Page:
I have discussed forecast models in many essays, and forecast model selection in “Improving the Argument for Architecture and City Design”. I won’t repeat myself here, but plan to use a forecast model to explain the effect open space has on context and capacity. The forecast model pertains to one land use family (C), one parking system (G), one design category (G1) and one design specification template. The gross land area (L) must be given in the model chosen. The forecast model is called CG1L and is illustrated by Table 1. It pertains to non-residential land uses with a grade parking lot around, but not under, the building when the gross land area is given.  

All quantities used in this essay were derived by entering values in the design specification template of CG1L. In its Planning Forecast Panel, four building floors has been emphasized to indicate that this building height has been adopted as a given to simplify this explanation. As you can see, I could have chosen any building height, or entered substitutes for the ones shown, but choosing more than one would have unduly complicated this effort. If you have read “Replacing Density”, you also know that anything over 5 building floors served by a grade parking lot produces a negligible increase in gross building area when open space is not reduced.  

Table 1: Forecast Model CG1L with Design Specification Values Entered in Blue


My objective is to explain the variable relationships between gross building area, parking area and open space that produce the context, capacity and intensity of shelter within cities. The design specification values that determine these relationships have not been previously distilled, and this lack of knowledge has compromised our ability to produce livable cities within sustainable limits.  Design specification values produce shelter context and capacity. The relationship between context and capacity becomes a measurable level of intensity when these values are understood, since they can be used to either define or predict the intensity of a design option being evaluated.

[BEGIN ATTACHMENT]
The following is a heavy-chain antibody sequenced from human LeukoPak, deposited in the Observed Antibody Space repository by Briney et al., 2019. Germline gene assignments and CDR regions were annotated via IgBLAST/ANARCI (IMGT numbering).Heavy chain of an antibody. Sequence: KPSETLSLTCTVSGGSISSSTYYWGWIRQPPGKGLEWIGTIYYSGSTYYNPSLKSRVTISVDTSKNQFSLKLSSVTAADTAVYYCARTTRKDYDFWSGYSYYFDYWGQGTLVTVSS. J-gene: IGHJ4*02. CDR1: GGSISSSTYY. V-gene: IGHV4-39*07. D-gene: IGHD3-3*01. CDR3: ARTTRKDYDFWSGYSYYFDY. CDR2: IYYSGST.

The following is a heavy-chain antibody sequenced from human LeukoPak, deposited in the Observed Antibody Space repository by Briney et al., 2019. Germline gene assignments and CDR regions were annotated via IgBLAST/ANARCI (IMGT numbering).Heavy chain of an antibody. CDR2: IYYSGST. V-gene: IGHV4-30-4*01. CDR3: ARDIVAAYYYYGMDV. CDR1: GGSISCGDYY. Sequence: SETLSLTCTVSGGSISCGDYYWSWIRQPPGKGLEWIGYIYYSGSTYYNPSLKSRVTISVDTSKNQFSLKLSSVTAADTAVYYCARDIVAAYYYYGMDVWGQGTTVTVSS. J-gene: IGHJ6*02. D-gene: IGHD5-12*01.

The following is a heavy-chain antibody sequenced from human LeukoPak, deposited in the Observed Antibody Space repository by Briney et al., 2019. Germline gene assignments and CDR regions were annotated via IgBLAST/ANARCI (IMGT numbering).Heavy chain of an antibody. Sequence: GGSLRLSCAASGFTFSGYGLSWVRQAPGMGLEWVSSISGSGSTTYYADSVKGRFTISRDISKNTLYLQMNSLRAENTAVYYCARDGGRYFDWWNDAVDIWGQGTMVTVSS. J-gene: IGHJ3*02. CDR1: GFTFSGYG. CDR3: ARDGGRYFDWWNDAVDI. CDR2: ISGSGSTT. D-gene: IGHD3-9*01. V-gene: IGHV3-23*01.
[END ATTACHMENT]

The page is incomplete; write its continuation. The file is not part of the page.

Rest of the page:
Site Plan Hierarchy 

Figure 1 shows that gross land area is reduced by planned rights-of-way and paved easements to produce net land area NLA. The net land area is reduced by unbuildable land and existing conditions to produce buildable land area BLA. Buildable land is reduced by an open space percentage to leave core area CORE for building floor plan (“footprint”) and parking area. Open space in the net land area sets the stage for context and core area sets the stage for development capacity, or intensity. Unbuildable areas may represent amenity and visual appeal, but they are not part of open space context within the buildable land area that determines intensity.

It is possible that no open space and / or parking area will be provided, leaving a larger core area for the “building footprint”. It is also possible that the parking area will be placed under the building or underground. This approach can be used to either preserve open space or expand the potential core area at grade for a larger “building footprint”. Figure 1 serves to explain the site plan hierarchy involved when one remembers that any band can be zero, except for the building “footprint” area.

Figure 1: Site Plan Hierarchy

 Open Space 

When an open space percentage is held constant for a given land area and a CG1 design category is considered, gross building area is increased by increasing building height; but its “footprint” must be reduced to provide more land for the increased parking spaces required. Figure 2 is repeated from “Replacing Density” and is a series of pie charts simulating site plans that illustrate this relationship. You should notice in the pie charts that green remains constant while black becomes smaller and gray increases. 

Figure 2: Site Plans Reflecting Building Capacity Produced by Parking Lot, Building “Footprint” and Building Height Options -- when Open Space Remains Constant